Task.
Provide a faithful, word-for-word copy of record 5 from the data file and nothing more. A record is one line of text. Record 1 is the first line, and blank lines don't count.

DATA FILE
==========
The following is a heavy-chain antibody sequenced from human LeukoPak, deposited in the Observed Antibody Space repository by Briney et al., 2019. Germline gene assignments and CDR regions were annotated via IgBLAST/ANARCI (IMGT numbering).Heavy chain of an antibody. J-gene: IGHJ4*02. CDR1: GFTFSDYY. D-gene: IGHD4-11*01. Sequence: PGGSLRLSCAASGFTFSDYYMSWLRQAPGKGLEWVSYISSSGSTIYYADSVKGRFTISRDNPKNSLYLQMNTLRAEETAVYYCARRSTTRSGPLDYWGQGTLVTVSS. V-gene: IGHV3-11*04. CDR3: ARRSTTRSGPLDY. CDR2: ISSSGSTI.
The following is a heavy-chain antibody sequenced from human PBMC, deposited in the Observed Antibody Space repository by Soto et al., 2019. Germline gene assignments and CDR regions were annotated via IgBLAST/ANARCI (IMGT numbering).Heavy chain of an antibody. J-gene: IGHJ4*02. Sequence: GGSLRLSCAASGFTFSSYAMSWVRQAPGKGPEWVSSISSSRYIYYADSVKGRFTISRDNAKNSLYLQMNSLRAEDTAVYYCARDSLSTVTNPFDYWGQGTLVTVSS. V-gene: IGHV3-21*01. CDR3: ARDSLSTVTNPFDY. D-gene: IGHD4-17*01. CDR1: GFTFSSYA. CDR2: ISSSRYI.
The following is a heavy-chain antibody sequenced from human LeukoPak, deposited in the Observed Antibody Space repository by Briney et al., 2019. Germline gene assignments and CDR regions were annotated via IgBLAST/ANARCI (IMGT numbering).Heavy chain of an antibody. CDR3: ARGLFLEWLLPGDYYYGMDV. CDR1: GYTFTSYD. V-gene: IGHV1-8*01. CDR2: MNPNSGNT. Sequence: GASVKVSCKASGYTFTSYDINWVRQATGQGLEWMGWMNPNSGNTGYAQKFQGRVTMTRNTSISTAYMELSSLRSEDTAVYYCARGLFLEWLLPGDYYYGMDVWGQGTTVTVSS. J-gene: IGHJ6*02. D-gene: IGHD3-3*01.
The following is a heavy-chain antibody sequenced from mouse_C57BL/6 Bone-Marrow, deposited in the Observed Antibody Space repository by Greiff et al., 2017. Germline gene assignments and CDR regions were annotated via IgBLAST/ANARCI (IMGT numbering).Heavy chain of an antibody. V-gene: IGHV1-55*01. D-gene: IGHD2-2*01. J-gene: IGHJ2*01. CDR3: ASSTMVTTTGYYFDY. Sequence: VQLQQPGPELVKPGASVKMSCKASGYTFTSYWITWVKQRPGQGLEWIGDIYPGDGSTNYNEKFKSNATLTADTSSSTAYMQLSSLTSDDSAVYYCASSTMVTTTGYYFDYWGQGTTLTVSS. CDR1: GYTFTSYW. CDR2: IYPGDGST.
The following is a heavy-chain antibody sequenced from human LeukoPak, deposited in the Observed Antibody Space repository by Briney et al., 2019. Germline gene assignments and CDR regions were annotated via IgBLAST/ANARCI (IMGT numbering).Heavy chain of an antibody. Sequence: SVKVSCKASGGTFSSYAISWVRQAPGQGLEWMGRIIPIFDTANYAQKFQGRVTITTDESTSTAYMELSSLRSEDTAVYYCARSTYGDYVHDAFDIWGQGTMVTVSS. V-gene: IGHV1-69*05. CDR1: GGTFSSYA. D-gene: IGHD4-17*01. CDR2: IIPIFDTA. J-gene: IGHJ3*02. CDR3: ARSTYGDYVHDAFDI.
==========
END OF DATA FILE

The following is a heavy-chain antibody sequenced from human LeukoPak, deposited in the Observed Antibody Space repository by Briney et al., 2019. Germline gene assignments and CDR regions were annotated via IgBLAST/ANARCI (IMGT numbering).Heavy chain of an antibody. Sequence: SVKVSCKASGGTFSSYAISWVRQAPGQGLEWMGRIIPIFDTANYAQKFQGRVTITTDESTSTAYMELSSLRSEDTAVYYCARSTYGDYVHDAFDIWGQGTMVTVSS. V-gene: IGHV1-69*05. CDR1: GGTFSSYA. D-gene: IGHD4-17*01. CDR2: IIPIFDTA. J-gene: IGHJ3*02. CDR3: ARSTYGDYVHDAFDI.